At varying points in its argument, BSL contends that its conduct was far more in line with its legal obligations than the district court otherwise found. As noted above, BSL has objected that it should have been allowed to withhold maintenance for the period between July 19, 1986, and August 9, 1986, during which it paid Alvarez for lost wages. BSL also has suggested that it was entitled to refuse payment of Alvarez's medical expenses because of Alvarez's failure to submit his proposed treatment for BSL's prior approval. BSL cites no cases to demonstrate that such courses of action were permissible. Indeed, this is not surprising, because, as we have discussed, case law points directly in the other way on both points.
The Federal Rules of Appellate Procedure afford us a mechanism to deal with such abusive litigation tactics. Rule 38 provides, "If a court of appeals shall determine that an appeal is frivolous, it may award just damages and single or double costs to the appellee." Rule 38 sanctions may include the granting of reasonable attorneys' fees to the party forced to defend the frivolous appeal. See In re Cosmopolitan Aviation Corp., 763 F.2d 507, 517 (2d Cir.), cert. denied, 474 U.S. 1032, 106 S.Ct. 593, 88 L.Ed.2d 573 (1985).
The clear lack of merit in BSL's appeal, combined with BSL's consistent intransigence in responding to Alvarez's claim throughout this case, leads us to the inescapable conclusion that this appeal was launched solely for harassment value. Obviously, Alvarez and counsel should not have to bear the brunt of BSL's vexatious tactics and are entitled to recover from BSL their reasonable expenses in connection with defending this appeal. Accordingly, we award Alvarez both his attorneys' fees and costs on appeal. We define costs as those ordinarily recoverable under Federal Rule of Appellate Procedure 39 and Second Circuit Rule Sec. 39. We remand to the district court for calculation of Alvarez's attorneys' fees and costs on appeal. After calculating the award due to Alvarez, the district court will enter an order against BSL in that amount. See Burroughs v. Wallingford, 780 F.2d 502, 503 (5th Cir.1986) (per curiam).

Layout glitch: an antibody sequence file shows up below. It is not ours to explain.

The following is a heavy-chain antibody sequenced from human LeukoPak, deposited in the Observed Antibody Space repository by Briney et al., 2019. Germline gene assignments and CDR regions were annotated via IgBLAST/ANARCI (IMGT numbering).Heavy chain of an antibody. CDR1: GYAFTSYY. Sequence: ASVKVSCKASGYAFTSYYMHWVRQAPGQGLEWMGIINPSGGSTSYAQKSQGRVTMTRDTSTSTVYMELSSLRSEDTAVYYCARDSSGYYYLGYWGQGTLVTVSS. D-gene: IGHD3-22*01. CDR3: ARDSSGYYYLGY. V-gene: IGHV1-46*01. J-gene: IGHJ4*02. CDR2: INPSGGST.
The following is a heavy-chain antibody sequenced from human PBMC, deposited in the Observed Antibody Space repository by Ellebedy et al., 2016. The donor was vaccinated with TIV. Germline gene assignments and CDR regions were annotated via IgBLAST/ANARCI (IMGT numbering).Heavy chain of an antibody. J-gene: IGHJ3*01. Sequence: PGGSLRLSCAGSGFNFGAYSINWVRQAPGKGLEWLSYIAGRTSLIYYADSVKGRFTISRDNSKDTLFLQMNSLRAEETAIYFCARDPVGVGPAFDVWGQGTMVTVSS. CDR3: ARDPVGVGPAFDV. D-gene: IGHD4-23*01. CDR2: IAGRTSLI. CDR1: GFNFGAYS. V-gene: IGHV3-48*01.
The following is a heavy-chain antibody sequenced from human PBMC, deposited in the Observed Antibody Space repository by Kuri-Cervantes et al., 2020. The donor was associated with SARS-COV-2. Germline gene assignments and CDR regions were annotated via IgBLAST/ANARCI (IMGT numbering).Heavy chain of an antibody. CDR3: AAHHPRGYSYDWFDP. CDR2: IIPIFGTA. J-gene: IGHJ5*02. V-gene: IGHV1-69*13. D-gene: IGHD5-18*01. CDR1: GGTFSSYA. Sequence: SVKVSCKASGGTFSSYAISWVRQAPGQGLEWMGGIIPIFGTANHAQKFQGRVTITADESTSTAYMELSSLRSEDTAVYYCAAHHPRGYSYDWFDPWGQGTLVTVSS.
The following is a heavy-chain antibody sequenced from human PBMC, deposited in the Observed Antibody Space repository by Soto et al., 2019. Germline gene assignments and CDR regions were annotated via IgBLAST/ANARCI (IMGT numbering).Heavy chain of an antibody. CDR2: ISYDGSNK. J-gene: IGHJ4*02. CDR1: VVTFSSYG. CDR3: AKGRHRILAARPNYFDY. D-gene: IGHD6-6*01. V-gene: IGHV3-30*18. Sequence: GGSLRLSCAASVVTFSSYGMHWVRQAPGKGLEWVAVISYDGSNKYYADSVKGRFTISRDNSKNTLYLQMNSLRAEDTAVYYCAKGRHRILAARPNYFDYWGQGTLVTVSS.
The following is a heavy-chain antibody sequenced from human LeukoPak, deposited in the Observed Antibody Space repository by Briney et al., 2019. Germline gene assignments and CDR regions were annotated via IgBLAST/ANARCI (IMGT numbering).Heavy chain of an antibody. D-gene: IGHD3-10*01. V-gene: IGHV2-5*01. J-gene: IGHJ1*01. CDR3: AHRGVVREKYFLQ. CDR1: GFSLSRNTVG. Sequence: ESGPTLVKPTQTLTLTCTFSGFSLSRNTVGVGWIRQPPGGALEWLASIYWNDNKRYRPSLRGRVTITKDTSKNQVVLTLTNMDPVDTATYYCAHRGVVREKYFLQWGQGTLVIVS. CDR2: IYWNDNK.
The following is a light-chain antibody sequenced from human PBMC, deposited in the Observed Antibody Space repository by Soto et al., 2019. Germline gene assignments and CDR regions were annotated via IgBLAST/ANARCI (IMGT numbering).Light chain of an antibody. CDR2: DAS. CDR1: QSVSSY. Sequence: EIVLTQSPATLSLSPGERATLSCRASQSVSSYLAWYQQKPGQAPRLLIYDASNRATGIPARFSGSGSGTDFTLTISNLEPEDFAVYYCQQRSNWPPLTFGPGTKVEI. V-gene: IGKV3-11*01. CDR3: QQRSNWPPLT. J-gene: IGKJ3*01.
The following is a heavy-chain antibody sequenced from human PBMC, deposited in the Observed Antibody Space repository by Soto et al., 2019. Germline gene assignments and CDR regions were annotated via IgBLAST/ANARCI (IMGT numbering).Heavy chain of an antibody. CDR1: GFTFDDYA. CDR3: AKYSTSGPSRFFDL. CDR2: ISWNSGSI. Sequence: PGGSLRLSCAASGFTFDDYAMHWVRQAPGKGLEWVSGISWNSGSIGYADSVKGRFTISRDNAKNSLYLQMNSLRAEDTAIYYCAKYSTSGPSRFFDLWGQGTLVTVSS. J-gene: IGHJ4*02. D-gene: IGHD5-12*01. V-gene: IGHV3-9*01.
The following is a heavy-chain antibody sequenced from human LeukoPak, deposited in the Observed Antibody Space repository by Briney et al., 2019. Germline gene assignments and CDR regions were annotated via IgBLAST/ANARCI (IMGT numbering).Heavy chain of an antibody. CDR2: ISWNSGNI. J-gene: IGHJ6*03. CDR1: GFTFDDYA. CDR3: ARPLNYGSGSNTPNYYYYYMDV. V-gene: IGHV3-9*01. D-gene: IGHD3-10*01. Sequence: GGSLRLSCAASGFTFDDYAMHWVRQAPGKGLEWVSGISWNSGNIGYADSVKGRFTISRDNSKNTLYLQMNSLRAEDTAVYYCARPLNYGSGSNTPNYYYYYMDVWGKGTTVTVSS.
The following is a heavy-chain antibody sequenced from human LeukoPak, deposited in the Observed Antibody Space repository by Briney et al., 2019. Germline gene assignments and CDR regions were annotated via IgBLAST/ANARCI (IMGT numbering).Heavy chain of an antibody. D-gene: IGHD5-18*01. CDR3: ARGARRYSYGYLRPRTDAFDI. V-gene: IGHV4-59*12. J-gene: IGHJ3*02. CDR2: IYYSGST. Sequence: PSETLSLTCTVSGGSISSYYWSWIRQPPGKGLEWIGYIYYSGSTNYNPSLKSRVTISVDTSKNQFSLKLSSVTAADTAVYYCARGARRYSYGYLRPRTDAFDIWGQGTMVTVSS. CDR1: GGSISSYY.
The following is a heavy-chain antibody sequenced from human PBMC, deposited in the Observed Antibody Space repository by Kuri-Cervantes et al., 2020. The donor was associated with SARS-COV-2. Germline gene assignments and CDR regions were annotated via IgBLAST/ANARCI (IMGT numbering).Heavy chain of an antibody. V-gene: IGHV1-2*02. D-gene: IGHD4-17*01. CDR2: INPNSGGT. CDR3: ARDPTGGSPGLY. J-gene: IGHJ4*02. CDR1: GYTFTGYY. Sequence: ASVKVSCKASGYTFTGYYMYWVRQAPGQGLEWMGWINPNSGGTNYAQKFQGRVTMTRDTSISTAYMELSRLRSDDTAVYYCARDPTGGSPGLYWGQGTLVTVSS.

Judgment affirmed. Appeal remanded to the district court for further proceedings consistent with this opinion.
Of the United States Court of Appeals for the Ninth Circuit, sitting by designation
We observe that an earlier decision of this court contained language suggesting that an injured seaman may recover lost wages or maintenance and cure, but not both. See Evans v. Schneider Transp. Co., 250 F.2d 710, 712 (2d Cir.1957) ("Plaintiff cannot recover maintenance and cure in addition to loss of wages, for the same periods." (citation omitted)). As we later noted, however, Evans involved a situation in which a plaintiff already had received lost wages as part of a negligence judgment against the ship operator and then attempted to double the recovery by seeking the same lost wages in his maintenance and cure action. See Bartholomew v. Universe Tankships, Inc., 279 F.2d 911, 917-18 (2d Cir.1960); see also Travis v. Motor Vessel Rapids Cities, 315 F.2d 805, 812-13 (8th Cir.1963) (making same observation)
BSL also argues that, at the very least, it was justified in rejecting Alvarez's request for $45 per day in maintenance while in New York City because it could find no precedent explicitly authorizing this sum. A seaman is entitled to recoup reasonable expenditures made for his food and lodging. See Incandela v. American Dredging Co., 659 F.2d 11, 14 (2d Cir.1981). BSL has made no showing that $45 per day is not a reasonable amount for a seaman's maintenance in New York City. Like the district court, we would consider it entirely reasonable. In fact, when BSL requested that Alvarez come to New York City for a deposition and medical examination, it agreed to compensate him $54 per day for food and lodging